• Response Variable is Quantative
    • Regression
  • Response Variable is Qualitative
    • Classification
  • Examples
    • Least squares linear regression is used with quantative response
    • Logistic Regression is with qualitative (two-class/binary) response - classification method :-)
      • However, since logistic regression estimates class probabilities, it can be thought of as regression method also
    • K-nearest neighbors and Boosting
      • can be used in quantative or qualtative responses

Assessing Model Accuracy

  • No free lunch in statistics
    • no one method dominates all others over all possible data sets

Measuring the Quality of Fit

  • Regression - Mean Squared Error

    • $MSE = \frac{1}{n}\sum_\limits{i=1}^{n}[y_i - \hat{f}(x_i)]^2$

    • small if predicted response is close to actual and large if differ significantly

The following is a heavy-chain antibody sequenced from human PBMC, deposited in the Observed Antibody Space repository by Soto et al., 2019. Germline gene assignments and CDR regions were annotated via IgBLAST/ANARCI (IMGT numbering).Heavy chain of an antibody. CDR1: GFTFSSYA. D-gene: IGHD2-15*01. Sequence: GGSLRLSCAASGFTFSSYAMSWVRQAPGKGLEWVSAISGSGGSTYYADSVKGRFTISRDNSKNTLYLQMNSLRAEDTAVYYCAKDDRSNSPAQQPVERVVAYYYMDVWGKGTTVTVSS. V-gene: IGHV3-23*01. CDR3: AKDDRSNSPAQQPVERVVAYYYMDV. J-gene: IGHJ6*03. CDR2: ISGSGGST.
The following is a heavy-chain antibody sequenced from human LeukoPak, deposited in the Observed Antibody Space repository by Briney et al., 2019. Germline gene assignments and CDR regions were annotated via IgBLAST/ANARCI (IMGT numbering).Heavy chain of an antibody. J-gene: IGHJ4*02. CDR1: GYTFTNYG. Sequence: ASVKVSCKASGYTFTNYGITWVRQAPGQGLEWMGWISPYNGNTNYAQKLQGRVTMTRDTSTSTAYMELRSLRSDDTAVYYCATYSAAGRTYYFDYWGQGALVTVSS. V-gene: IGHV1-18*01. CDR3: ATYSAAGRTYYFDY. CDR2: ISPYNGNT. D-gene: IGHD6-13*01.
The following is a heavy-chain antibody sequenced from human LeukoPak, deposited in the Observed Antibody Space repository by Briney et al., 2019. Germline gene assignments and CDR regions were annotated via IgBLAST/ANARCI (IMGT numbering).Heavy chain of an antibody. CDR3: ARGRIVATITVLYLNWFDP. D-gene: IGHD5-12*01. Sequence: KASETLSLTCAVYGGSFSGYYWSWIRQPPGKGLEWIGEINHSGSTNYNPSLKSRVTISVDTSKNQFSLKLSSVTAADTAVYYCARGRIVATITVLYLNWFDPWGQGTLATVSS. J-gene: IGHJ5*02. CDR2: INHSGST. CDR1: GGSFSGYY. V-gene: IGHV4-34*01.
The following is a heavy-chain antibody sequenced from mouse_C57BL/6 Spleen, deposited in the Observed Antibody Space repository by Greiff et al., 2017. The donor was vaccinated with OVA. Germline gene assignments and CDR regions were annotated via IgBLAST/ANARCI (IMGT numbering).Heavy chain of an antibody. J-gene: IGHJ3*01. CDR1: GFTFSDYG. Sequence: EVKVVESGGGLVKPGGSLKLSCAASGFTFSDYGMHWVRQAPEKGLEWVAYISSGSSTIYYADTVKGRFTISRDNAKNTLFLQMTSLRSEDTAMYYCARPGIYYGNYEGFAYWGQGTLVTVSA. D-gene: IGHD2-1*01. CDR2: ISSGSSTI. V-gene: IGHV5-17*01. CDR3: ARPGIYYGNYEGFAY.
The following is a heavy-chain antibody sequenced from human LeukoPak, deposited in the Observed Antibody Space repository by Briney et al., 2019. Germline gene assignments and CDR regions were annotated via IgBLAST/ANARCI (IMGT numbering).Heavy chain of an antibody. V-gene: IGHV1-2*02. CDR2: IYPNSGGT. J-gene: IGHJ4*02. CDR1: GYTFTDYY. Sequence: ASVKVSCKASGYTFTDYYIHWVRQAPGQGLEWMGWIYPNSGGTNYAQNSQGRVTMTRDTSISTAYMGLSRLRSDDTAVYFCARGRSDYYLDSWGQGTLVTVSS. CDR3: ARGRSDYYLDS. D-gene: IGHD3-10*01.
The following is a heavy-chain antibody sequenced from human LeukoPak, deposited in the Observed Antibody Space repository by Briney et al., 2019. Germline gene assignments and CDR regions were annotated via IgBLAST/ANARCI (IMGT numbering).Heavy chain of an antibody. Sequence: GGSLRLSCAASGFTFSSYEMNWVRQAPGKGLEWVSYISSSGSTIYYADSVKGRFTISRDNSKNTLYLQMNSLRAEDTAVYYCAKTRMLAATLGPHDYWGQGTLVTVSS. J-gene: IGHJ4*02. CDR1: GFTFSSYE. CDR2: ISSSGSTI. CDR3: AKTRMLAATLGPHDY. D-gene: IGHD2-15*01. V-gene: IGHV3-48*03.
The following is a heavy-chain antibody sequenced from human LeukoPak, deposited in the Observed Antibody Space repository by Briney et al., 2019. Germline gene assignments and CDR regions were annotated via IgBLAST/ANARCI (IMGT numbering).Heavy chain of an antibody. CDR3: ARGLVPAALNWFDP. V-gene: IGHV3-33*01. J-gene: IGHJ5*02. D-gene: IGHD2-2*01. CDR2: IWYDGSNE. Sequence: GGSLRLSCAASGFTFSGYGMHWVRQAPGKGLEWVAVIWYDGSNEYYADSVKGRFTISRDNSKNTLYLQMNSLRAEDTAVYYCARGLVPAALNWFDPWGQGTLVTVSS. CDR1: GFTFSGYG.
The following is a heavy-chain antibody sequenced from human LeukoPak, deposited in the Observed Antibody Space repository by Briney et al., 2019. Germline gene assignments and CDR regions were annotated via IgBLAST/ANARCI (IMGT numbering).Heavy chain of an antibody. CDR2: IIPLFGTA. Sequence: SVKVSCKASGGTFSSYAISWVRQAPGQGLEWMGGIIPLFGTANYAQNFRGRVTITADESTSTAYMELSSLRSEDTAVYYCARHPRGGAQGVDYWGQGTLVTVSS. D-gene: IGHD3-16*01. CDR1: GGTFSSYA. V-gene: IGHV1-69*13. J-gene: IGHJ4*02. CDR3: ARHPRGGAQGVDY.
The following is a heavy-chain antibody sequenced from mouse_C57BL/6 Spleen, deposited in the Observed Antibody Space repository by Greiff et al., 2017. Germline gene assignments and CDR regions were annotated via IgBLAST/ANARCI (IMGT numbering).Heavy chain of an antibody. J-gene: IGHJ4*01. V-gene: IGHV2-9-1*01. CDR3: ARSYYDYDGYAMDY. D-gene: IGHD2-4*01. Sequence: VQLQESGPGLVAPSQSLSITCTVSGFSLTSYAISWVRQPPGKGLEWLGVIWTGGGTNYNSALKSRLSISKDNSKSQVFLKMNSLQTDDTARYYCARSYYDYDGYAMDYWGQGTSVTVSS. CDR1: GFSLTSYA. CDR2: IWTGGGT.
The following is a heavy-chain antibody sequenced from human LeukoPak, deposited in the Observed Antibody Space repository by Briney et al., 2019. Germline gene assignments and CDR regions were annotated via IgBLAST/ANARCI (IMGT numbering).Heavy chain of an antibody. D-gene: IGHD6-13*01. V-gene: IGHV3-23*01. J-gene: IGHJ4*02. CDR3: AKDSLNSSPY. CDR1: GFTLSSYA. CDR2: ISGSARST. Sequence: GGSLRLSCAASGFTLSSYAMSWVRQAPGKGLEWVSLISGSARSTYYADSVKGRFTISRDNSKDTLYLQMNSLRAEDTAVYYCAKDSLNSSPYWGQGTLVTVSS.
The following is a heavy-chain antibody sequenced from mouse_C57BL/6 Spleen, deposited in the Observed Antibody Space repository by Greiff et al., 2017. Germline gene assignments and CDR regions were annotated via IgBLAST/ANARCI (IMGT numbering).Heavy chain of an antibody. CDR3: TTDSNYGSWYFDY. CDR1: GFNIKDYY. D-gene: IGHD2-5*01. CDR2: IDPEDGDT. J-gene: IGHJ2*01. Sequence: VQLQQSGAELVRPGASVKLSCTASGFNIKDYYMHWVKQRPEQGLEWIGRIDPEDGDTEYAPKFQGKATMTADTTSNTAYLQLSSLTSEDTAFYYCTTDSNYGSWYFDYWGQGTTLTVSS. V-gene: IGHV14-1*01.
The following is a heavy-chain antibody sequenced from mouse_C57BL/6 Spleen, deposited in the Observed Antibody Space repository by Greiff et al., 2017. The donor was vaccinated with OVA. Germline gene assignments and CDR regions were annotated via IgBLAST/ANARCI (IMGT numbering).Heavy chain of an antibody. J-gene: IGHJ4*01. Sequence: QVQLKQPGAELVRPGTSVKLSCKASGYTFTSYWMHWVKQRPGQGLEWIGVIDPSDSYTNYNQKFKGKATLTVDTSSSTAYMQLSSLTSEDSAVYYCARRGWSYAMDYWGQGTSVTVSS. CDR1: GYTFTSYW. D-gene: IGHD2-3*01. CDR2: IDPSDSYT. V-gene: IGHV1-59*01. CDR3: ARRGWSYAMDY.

• Training MSE

    • Test MSE

    • Data simulated from $f$, shown in Black; Linear Regression (orange); Two smoothing spline fits (blue and green curve); Right shows MSE with degrees of freedom
      Trining MSE declines as flexibility increases but Test MSE first declines and then starts increasing
    • Degrees of Freedom

      • quantity that summarizes the flexibility of curve
      • Low degrees of freedom if restrictive
        • Linear regression has $2$ degrees of freedom (slope and intercept)
    • U-shape cureve in Test MSE is fundamental propoerty of statistical learning

    • Test decreses slightly since true data is linear and then increases again
      True data is highly non-linear; Train MSE and Test MSE both decresases with similar patterns but test MSE start increases again

      We use Cross-Validation when no test data is available

The Bias-Variance Trade-Off

  • U-shape test MSE curve is the result of two competing statistical propoerties. It can be shown